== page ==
One of the great things about being a photographer today is the ability to easily share your photos online, making them publicly viewable by lots of people.
You might be hesitant to share your images online, with the fear that someone might steal them. But, there are some great benefits to sharing your images:
#1 – Feedback
When you post an image online to a site like Flickr or 500px, you create an easy way for people to give you feedback on your image. Sometimes people just write simple comments like “great photo!” — but even these are helpful because it means someone else liked your image enough to write a comment.
If you’re looking for more specific feedback, then it helps to ask for it. For example, in the description of the image, you can write something like: “I’m not sure the background is out of focus enough and I don’t think it contrasts well enough with the subject. What do you think?” This usually helps spark a discussion among the viewers of your photo.
You can also spark some discussion by linking to another similar image of yours, just like I did in last week’s post.
#2 – Publication Opportunities
Having your images online somewhere also makes them easily searchable by authors and publishers that might be interested in using one of your images.
I’ve had numerous authors and publishers find my images on Flickr and contact me about using them. As a result, I’ve had some of my photos published on book covers and inside numerous books.
Recently, there was a great post on the Flickr blog about Rosie Hardy, who’s Flickr stream was discovered by the band Maroon 5 which ultimately led to one of her photos being used on an album cover by the band! In the post, she mentions how the community on Flickr helped encourage her to learn more about photography.
#3 – Another Backup Source
A good backup strategy is to have multiple copies of your data in multiple locations. So, having your images online somewhere (as well as locally on your own hard drive and another backup drive) is a great way to create yet another backup source for your images.
You should never rely on sites like Flickr and 500px as your only backup source, but the more places you have your images the better.
Where to share your images
There are tons of places online to share your images. I especially like dedicated photo websites like Flickr and 500px. But, you can also share your photos on Facebook, Google+, or there’s lots of photography forums online (do a Google search to find specialized forums).
Before you post your images though, make sure there aren’t any weird license agreements on the website that force you to forfeit your rights to your images or allow the website to republish/sell your images.
How to protect your images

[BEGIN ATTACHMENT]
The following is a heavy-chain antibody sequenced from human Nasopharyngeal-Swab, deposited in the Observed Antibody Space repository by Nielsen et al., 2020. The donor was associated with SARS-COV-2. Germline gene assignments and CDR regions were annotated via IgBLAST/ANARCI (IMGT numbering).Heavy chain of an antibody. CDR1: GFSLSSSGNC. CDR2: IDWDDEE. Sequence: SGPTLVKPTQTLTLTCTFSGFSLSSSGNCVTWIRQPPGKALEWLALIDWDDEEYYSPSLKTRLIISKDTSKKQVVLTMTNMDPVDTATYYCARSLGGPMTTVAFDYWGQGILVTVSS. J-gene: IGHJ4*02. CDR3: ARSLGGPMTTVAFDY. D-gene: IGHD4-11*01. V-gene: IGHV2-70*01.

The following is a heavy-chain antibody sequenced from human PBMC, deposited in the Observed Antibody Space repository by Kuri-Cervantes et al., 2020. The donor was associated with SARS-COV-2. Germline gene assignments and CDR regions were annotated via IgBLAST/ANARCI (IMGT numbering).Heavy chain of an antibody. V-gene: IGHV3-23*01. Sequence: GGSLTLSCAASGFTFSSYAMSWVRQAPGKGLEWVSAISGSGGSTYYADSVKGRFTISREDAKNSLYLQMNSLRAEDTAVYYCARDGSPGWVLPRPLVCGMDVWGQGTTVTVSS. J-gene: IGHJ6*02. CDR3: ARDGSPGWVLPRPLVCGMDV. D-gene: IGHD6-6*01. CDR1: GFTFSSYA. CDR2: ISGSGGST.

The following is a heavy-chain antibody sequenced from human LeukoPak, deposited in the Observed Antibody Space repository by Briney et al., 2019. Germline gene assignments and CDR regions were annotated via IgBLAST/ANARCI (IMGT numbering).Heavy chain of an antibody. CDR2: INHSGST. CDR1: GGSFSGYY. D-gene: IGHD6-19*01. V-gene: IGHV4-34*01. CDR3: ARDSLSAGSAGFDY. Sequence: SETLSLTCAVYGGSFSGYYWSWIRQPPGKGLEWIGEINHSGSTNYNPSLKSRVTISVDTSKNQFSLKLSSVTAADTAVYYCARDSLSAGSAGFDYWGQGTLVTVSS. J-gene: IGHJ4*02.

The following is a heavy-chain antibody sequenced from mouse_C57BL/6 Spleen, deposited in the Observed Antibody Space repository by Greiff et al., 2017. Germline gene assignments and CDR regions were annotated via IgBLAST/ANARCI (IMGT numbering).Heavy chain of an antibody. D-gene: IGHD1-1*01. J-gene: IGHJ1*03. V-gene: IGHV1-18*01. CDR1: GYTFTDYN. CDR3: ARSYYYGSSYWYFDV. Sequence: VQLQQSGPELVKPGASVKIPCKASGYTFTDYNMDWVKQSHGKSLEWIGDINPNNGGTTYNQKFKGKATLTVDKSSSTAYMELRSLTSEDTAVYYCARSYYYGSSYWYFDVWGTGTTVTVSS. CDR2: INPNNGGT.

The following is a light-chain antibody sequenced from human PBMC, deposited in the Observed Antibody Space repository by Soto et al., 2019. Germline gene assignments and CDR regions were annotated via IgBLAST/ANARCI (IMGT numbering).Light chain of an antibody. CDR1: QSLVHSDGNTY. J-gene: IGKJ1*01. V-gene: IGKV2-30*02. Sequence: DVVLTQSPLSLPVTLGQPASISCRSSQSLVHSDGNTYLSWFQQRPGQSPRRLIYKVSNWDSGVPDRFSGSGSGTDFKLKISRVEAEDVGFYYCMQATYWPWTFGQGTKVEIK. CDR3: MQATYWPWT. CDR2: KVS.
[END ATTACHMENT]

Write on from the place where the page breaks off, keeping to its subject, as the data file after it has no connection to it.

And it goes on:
In a future post, I’ll go into more detail about protecting your images online (to prevent people from stealing them). But, there’s a few things you can do: only upload lower resolution versions (usually 800px wide is a good compromise), add watermarks, or add some copyright notices in the EXIF data of the image.
I’ll talk more about these ideas in a future post, so make sure you’re signed up for our free newsletter if you’d like to learn more about them.
What did I miss?
If you’ve discovered another benefit of sharing your images online, then please share it with us by leaving a comment below. Thanks! 🙂
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About the Author: Steve Berardi is a naturalist, photographer, software engineer, and founder of PhotoNaturalist. You can usually find him hiking in the beautiful mountains and deserts of southern California.
Steve Byland says
Stuff you missed (IMHO):
Making the world a better place – many people love to look at other people’s photos and see people, place and things they might never have the chance to see in person.
Inspiring Other People – Showing others what you can do with a camera often causes others to set their personal “photography bar” a little higher. Sharing your techniques helps them to do so.
Make new friends – think of all the people that you know and consider your friend that you have never met face-to-face
Great work, as always!
Daniel Martin says
A word of caution. On some sites, read the fine print carefully because once your photo are loaded on certain site, for example, you loose your rights to your photo. Something to think about.
Ben Denner says
Thank you for all the wonderful information. I do mostly macro photography & nature and use the Sony A77 which I find an excellent camera for macro photography. Your photograph of the bird is wonderful.
Regards, Ben Denner
steve, i took a pic of a fish in an aquaruim but i didn’t notice a small boy was lookinf at the fish also, until i download it to my computer. the fish and the face of the boy are so clear in the pic. my problem is if i posted it in social media website do i need a release form from the parents. i don’t know and where came from. thanks and regards.cy